I have a library which needs to parse double numbers which always use a point '.' as decimal separator. Unfortunately for this case, strtod() respects the locale which might use a different separator and thus parsing can fail. I can't setlocale() - it isn't thread-safe. So I'm searching for a clean locale-independent strtod implementation now. I have found multiple implementations so far, but all of them look hacky or just like bad code. Can someone recommend a well-tested, working, clean (ANSI) C implementation for me?

4 Answers 4


Grab some known implementation (that doesn't depend on atof), such as the one distributed with ruby: ruby_1_8/missing/strtod.c.

  • Thank you. That's exactly what I've been searching for. A well-tested and clean implementation.
    – bert
    Jan 3, 2010 at 12:13
  • 1
    I am afraid this is not a correct implementation, it didn't care about rounding, which is a very important thing in string-double converting. please google "Correctly Rounded Decimal to Floating-Point Conversion" and have a look.
    – amanjiang
    Jan 10, 2018 at 9:50

Warning: The proposed implementation from ruby contains bugs. I wouldn't mind the small difference pointed out by gavin, but if you try to parse something like "0.000000000000000000000000000000000000783475" you will get 0.0 instead of 7.834750e-37 (like the stock strtod() returns.)

Other solution:

#include <sstream>
#include "strtod_locale_independent.h"

extern "C" double strtod_locale_independent(const char* s)
     std::istringstream text( s );
     double result;
     text >> result;
     return result;

I don't know how fast this is, though.

  • This is about 5x slower than the builtin strtod, and doesn't give you the end pointer, which is needed when you're using it for parsing. Feb 28, 2016 at 22:17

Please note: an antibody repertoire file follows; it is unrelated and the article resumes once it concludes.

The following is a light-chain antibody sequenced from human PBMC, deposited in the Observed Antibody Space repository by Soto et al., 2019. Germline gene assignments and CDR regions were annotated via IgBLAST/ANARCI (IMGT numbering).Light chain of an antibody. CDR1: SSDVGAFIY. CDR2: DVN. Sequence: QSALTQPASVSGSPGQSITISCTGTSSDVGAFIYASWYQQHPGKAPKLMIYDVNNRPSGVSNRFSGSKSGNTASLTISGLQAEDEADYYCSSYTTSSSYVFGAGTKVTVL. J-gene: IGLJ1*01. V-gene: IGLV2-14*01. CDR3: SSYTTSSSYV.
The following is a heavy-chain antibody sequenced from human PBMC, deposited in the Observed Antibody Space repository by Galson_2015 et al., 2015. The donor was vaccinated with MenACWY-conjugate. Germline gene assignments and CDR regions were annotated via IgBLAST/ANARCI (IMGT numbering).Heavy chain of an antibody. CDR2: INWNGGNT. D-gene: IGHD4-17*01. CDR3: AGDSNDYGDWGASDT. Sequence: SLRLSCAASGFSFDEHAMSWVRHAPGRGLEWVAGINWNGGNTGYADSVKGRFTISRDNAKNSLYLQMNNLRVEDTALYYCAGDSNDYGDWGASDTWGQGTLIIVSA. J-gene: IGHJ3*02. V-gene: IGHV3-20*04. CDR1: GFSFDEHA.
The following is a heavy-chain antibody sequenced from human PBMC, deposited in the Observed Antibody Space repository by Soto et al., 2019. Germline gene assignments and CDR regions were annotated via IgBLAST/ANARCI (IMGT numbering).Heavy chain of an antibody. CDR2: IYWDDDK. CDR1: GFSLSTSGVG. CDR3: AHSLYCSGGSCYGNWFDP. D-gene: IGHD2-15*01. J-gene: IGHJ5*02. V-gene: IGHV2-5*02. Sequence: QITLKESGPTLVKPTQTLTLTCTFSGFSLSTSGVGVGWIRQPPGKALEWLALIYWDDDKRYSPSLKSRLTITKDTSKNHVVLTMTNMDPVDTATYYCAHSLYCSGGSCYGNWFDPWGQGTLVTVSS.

• Yes you are right. But the point is not performance. It is locale-dependency. Therefore, strtod() cannot be used. Mar 21, 2016 at 9:08

Following the answer above, I tried using the Ruby implementation at ruby_1_8/missing/strtod.c. However, for some inputs this gives different answers to gcc's built-in parser and to strtod from stdlib.h, both on Mac and on Linux platforms:

char * endptr ;
double value1 = 1.15507e-173 ;
double value2 = strtod( "1.15507e-173", &endptr ) ;
double value3 = test_strtod( "1.15507e-173", &endptr ) ;
assert( sizeof( double ) == sizeof( unsigned long ) ) ;
printf( "value1 = %lg, 0x%lx.\n", value1, *(unsigned long*)( &value1 ) ) ;
printf( "value2 = %lg, 0x%lx.\n", value2, *(unsigned long*)( &value2 ) ) ;
printf( "value3 = %lg, 0x%lx.\n", value2, *(unsigned long*)( &value3 ) ) ;
assert( value1 == value2 ) ;
assert( value1 == value3 ) ;

which prints

value1 = 1.15507e-173, 0x1c06dace8bda0ee0.
value2 = 1.15507e-173, 0x1c06dace8bda0ee0.
value3 = 1.15507e-173, 0x1c06dace8bda0edf.
Assertion failed: (value1 == value3), function main, file main.c, line 16.

So my advice is to test the chosen implementation before use.


There's also gdtoa available on netlib, BSD style license: http://www.netlib.org/fp/gdtoa.tgz

  • gdtoa converts double to string while the OP is looking for string to double conversion.
    – vitaut
    Jan 27, 2016 at 23:58
  • @vitaut it has implementations of both things in it, it's not just an implementation of dtoa()
    – Spudd86
    May 18, 2016 at 18:13

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